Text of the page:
Super Bowl LI was the best example of this, when it made one of the greatest catches in NFL history. Ryan sprinted right and threw it to Jones. Jones had two defenders nearby, including Patriots corner Eric Rowe.

Julio Jones and Matt Ryan became one of the greatest quarterback-receiver teams in NFL history. AP Photo/David Goldman

Jones leapt over Rowe and made the catch. Jones was a little like Gonzalez's playoff catch against Seattle but with a bit more speed.

Ryan stated that he had played with Ryan for so many years, it wasn't a great way to show it off but there are some guys in your career you have to give opportunities to. Ryan said, "And certainly in crucial situations you have to provide them with opportunities and I tried my best to place it in a position where only he could obtain it.

"Turned to be a good place, a great catch."

Ryan believed that Ryan's play could help Atlanta secure the game and the Lombardi trophy.

There's a Jones catch, however. It was the next season against New England. Atlanta was at the 1-yard line, and Malcolm Butler lined up on Jones' right side. Jones ran a fade, and Butler covered him tighter that Rowe in Super Bowl. It didn't matter.

Ryan stated, "He basically stole the ball away from the defender" Ryan said, "That was quite a ridiculous catch."

Calvin Ridley (No. 6, 237 catches, 3,169 yards, 25 touchdowns)

Ryan's current No. Ryan's current No. 1 receiver returned to the third year of his rookie season in 2018. Ridley had seven receptions for 146 yards and three touchdowns at home against New Orleans.

Ryan and Jones informed Ridley that he would be needed in a major way at the age of 23 after he had just scored his first touchdown.

"I believed it. Ridley stated that he sat down and watched the film, listened to older men and listened carefully to his coach. It was exactly how we had planned. It worked out exactly as planned.

Ridley scored in each quarter. Ridley's first touchdown was an 18-yarder. He lined up on his right side and stopped midway through to grab P.J. Ryan then placed the ball in the end zone, causing Williams to lose his balance.

Matt Ryan's No. 1 target is Calvin Ridley. Matt Ryan's current No. 1 target, and will continue to be so for many years. Hannah Foslien/Getty Images

Ridley lined up wide to the right and beat Williams at the line for the second touchdown. Ryan saw it and threw it up, making it a touchdown of 75 yards.

Ryan stated, "He absolutely smoked me on the right side and showed just how dynamic his speed was." Ryan said, "That was one that was eye-opening for me. It was like, Wow, man! This guy can absolutely fly. That's one thing I will always remember about him.

The third touchdown was improvised. Ridley was lined up on Ridley's left, and the play stopped. Ryan scrambled while Ridley ran in the end zone. Ridley created some space. Ryan found Ryan.

It was Ridley's first breakthrough day, and it marked the beginning of many more.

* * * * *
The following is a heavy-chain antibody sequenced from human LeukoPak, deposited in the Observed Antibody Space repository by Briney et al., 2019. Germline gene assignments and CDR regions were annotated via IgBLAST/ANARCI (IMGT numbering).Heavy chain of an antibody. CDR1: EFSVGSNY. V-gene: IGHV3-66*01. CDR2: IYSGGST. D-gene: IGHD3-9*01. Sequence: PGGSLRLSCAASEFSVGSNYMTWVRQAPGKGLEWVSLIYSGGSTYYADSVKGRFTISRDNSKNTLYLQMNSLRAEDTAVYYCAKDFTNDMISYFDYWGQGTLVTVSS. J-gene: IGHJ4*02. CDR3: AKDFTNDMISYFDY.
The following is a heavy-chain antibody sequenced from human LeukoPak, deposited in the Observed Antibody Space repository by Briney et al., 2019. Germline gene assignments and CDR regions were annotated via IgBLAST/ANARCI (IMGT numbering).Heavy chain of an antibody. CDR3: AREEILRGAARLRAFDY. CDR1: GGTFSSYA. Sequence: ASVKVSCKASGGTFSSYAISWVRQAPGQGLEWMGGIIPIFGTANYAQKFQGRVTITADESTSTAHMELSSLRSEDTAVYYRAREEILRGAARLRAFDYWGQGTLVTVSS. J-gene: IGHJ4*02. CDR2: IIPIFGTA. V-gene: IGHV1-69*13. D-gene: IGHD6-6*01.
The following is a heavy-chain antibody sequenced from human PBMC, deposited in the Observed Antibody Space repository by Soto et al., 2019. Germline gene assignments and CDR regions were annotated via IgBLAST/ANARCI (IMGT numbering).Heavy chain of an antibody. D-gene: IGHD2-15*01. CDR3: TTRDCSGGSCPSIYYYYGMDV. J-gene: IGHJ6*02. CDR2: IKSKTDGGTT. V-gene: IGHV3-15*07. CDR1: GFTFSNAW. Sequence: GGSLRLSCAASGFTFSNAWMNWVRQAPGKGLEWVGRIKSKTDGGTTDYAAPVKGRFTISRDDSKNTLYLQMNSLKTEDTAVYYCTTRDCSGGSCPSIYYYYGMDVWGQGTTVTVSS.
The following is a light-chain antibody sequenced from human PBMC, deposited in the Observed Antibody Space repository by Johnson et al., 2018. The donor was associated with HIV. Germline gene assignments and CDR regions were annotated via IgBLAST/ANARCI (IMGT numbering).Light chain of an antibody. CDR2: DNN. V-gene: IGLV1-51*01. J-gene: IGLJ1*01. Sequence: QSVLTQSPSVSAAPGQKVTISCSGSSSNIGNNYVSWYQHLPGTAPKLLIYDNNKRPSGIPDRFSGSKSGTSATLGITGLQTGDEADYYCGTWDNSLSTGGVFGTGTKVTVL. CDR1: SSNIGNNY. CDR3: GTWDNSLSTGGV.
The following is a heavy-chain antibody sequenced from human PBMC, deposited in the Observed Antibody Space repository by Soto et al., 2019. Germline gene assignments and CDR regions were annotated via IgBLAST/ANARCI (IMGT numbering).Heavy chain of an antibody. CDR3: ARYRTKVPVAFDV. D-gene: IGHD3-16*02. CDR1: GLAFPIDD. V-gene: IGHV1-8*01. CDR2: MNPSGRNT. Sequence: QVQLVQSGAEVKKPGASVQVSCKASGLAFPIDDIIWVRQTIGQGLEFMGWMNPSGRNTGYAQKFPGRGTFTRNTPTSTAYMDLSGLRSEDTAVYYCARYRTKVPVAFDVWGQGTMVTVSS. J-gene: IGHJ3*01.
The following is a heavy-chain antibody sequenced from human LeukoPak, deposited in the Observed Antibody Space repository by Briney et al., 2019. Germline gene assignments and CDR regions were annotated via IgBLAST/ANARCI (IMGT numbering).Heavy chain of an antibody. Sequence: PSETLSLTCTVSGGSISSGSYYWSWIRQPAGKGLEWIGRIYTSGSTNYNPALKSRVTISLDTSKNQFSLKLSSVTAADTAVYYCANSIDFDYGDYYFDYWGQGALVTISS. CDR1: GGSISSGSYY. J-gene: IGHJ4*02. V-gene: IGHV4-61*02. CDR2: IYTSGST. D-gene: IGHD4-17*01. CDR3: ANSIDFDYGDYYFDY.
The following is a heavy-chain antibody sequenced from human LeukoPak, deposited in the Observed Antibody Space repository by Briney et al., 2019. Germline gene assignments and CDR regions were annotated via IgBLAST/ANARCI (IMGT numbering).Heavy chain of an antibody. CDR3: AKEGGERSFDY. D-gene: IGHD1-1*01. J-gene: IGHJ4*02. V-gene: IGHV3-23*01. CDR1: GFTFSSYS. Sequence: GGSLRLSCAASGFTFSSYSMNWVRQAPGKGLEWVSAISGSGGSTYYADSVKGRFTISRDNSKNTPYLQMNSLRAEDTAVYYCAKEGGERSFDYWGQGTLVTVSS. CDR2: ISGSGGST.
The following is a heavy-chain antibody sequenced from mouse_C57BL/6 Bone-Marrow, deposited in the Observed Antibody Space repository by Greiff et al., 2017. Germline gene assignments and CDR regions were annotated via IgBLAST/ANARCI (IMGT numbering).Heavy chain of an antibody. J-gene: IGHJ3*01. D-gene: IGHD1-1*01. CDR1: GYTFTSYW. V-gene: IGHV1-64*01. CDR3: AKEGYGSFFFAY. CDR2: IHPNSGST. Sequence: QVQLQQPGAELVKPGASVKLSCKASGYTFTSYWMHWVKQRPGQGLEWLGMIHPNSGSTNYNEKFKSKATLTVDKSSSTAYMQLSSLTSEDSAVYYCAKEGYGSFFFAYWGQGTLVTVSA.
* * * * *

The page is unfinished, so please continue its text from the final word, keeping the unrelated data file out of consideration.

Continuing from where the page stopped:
Ridley stated, "It's to the point where he trusts in me to get where I need to go." Ridley said, "You know what? He may throw it at me when he doesn’t have to." Trust has increased from the rookie year to a new level.

Olamide Zaccheaus (No. 29, 29 catches for 458 yards and three touchdowns

The first connection between Ryan, Zaccheaus and their 7-yard line was the most memorable. It was Ryan's longest pass -- 93 yards. It was a symmetry for Zaccheaus.

It was Zaccheaus’ first catch. It was Zaccheaus' first catch. Zaccheaus positioned himself on the left side and took off to have one-on-one coverage of Donte Jackson.

Olamide Zaccheaus converted Matt Ryan's first catch into a touchdown of 93 yards. Kevin Abele/Icon Sportswire

Ryan had thrown the ball to Ryan, but he caught it in the middle of field. Jackson missed the tackle, and Zaccheaus ran 45 yards unassisted for the touchdown -- the longest first reception by an NFL player.

"After that play we just talked about the experience of it briefly the next week," Zaccheaus stated. "Just like, Zaccheaus is like, "That's your first catch?" "Just like, he's like, 'That's your first catch, right?' I'm like 'Yeah. It was a great moment. He still needs to sign my ball. I will eventually get there."

Ryan passed over 50,000 yards in this game, and White was honored at halftime.

Justin Peelle (T-25, 36 catches, 361 yards, five touchdowns)

The picture is displayed in the son's bedroom.

Peelle was facing his old team, The Chargers in 2008 and Peelle and the Falcons were in red zone. He ran a corner line down the middle. They had worked together on this play before. Peelle realized that he had a chance when the play was called.

Peelle was the one to catch the touchdown. It was cool at the time. It became memorable later.

Peelle stated, "A few more years later, I was coaching in Philly" and that Bill Musgrave was hired as our quarterback coach. He had that photo. "Coach Mike Smith used to hang photos in the hallway every week, and he had this one.